Roland Water Tower Project

The octagonal, 148-foot Roland Water Tower sits between Roland Park, Hoes Heights, Rolden and Hampden. It is located at the intersection of University Parkway, Roland Avenue and Evans Chapel Road. Originally built in 1905 to provide water for Hampden, the Beaux Arts tower stored 211,000 gallons. It was decommissioned in the 1930s when the City’s reservoir system was installed. The area around the tower became a transportation hub—used as a turnaround spot for streetcars and then buses—but it eventually fell out of use. Over the years, the tower fell into disrepair and, in 2009, the City erected a chain link fence around it to protect people from falling debris.

The Roland Park Community Foundation (RPCF) chose the restoration of the Roland Water Tower as one of three major projects recommended in the 2011 Greater Roland Park Master Plan. With a mission to improve green and public spaces in our community, the RPCF understood this historic gem was not on the list of top priorities for the City and the only way for it to be preserved was if the community stepped up. 

Tower as it appeared before the renovation. Photo courtesy of RPCF
The view from the top. Photo courtesy of RPCF

Lewis Contractors repaired and stabilized the tower’s roof, replaced the plywood on the soffits with cement, repaired and replaced the balustrades, replaced the gutter, and installed new windows and a new door. They cleaned the plinth, along with much of the terracotta along the bottom of the tower. The project was completed on time and everyone is thrilled with the result. The work allowed the fence to be removed, which marked a significant milestone.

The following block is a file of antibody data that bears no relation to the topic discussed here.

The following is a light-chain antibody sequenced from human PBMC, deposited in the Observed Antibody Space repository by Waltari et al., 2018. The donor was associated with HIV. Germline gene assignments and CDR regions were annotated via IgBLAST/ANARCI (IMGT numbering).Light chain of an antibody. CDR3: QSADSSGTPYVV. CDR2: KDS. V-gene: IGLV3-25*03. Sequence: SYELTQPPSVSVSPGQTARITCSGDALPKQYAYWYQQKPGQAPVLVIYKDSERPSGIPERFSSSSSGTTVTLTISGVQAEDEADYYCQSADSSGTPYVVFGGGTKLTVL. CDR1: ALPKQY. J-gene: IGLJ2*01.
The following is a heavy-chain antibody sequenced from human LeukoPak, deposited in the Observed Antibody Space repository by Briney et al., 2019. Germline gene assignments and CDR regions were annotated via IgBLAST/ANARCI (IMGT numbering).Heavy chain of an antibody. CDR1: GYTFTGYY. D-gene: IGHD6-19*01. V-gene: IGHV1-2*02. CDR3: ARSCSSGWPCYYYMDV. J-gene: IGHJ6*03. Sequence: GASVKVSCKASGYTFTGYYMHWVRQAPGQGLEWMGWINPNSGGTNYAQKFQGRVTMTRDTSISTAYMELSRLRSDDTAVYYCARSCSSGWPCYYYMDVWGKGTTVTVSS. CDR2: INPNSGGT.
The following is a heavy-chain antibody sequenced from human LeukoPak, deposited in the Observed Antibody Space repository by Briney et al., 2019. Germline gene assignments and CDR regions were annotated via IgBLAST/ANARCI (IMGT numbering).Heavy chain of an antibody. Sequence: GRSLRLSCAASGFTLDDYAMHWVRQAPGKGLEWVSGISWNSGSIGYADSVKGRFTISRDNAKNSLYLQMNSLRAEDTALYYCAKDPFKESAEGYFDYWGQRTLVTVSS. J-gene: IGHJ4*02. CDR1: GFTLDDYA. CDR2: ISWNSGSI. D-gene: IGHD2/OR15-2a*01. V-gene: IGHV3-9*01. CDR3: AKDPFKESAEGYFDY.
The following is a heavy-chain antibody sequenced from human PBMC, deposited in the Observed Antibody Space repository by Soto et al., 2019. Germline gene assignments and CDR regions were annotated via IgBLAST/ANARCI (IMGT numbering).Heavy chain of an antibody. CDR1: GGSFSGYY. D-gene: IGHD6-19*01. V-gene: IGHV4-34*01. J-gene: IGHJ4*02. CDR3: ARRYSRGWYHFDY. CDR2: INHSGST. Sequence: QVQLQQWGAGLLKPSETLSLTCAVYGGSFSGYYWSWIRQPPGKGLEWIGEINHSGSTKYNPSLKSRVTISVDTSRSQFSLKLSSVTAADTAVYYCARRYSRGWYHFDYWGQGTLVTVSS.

The Roland Water Tower restoration is now complete, after a decade of negotiating, fundraising and advocating.

Many thanks are due to members of the Roland Water Tower Committee, including Phil Spevak, Ian Macfarlane, Jamie Snead, Don McPherson, Richard Truelove, Peter Pearre, Suzanne Frasier and Ed Berlin. We also owe enormous gratitude to Al Copp, who led this effort for many years. Sadly, Al passed away in 2017 before he could see the fruits of his labor. 

Architect’s sketch of Water Tower Park. Image courtesy of Lee Driskill, Hord Coplan Macht

After completion of the $1.5 million restoration of the Roland Water Tower, the RPCF achieved its goal of bringing the space back to life. Friends of the Roland Water Tower now lead all events at the tower and will oversee further improvements. Follow them on Facebook and Instagram, and be sure to attend an upcoming event.

Peregrine falcon, tower resident. Photo: Sally Foster